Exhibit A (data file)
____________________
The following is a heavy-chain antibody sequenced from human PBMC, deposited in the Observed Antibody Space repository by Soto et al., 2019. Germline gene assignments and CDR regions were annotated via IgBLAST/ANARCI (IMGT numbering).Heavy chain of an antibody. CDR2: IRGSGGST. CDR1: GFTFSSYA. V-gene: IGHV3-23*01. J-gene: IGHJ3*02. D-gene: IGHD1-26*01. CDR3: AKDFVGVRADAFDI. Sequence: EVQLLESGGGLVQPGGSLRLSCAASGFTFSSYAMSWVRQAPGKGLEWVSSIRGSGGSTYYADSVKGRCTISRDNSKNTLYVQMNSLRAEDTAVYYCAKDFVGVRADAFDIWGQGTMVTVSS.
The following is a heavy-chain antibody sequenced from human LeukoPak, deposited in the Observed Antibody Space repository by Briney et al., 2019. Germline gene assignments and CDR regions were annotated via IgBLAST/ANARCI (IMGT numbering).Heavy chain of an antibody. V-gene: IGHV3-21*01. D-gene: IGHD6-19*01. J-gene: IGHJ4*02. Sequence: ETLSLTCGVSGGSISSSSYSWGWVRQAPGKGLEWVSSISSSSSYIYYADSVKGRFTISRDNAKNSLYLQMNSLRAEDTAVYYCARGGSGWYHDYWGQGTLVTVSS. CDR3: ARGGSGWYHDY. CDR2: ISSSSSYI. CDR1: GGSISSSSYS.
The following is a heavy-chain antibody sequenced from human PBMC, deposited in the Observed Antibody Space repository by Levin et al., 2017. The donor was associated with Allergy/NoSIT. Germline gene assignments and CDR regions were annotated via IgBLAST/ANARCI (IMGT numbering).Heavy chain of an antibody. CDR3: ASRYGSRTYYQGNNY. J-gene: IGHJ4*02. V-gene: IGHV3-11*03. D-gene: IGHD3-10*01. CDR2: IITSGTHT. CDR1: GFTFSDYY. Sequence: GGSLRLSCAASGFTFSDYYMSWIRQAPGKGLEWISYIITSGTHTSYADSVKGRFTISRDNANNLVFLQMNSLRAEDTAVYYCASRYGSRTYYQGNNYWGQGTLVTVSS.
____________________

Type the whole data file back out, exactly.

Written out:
The following is a heavy-chain antibody sequenced from human PBMC, deposited in the Observed Antibody Space repository by Soto et al., 2019. Germline gene assignments and CDR regions were annotated via IgBLAST/ANARCI (IMGT numbering).Heavy chain of an antibody. CDR2: IRGSGGST. CDR1: GFTFSSYA. V-gene: IGHV3-23*01. J-gene: IGHJ3*02. D-gene: IGHD1-26*01. CDR3: AKDFVGVRADAFDI. Sequence: EVQLLESGGGLVQPGGSLRLSCAASGFTFSSYAMSWVRQAPGKGLEWVSSIRGSGGSTYYADSVKGRCTISRDNSKNTLYVQMNSLRAEDTAVYYCAKDFVGVRADAFDIWGQGTMVTVSS.
The following is a heavy-chain antibody sequenced from human LeukoPak, deposited in the Observed Antibody Space repository by Briney et al., 2019. Germline gene assignments and CDR regions were annotated via IgBLAST/ANARCI (IMGT numbering).Heavy chain of an antibody. V-gene: IGHV3-21*01. D-gene: IGHD6-19*01. J-gene: IGHJ4*02. Sequence: ETLSLTCGVSGGSISSSSYSWGWVRQAPGKGLEWVSSISSSSSYIYYADSVKGRFTISRDNAKNSLYLQMNSLRAEDTAVYYCARGGSGWYHDYWGQGTLVTVSS. CDR3: ARGGSGWYHDY. CDR2: ISSSSSYI. CDR1: GGSISSSSYS.
The following is a heavy-chain antibody sequenced from human PBMC, deposited in the Observed Antibody Space repository by Levin et al., 2017. The donor was associated with Allergy/NoSIT. Germline gene assignments and CDR regions were annotated via IgBLAST/ANARCI (IMGT numbering).Heavy chain of an antibody. CDR3: ASRYGSRTYYQGNNY. J-gene: IGHJ4*02. V-gene: IGHV3-11*03. D-gene: IGHD3-10*01. CDR2: IITSGTHT. CDR1: GFTFSDYY. Sequence: GGSLRLSCAASGFTFSDYYMSWIRQAPGKGLEWISYIITSGTHTSYADSVKGRFTISRDNANNLVFLQMNSLRAEDTAVYYCASRYGSRTYYQGNNYWGQGTLVTVSS.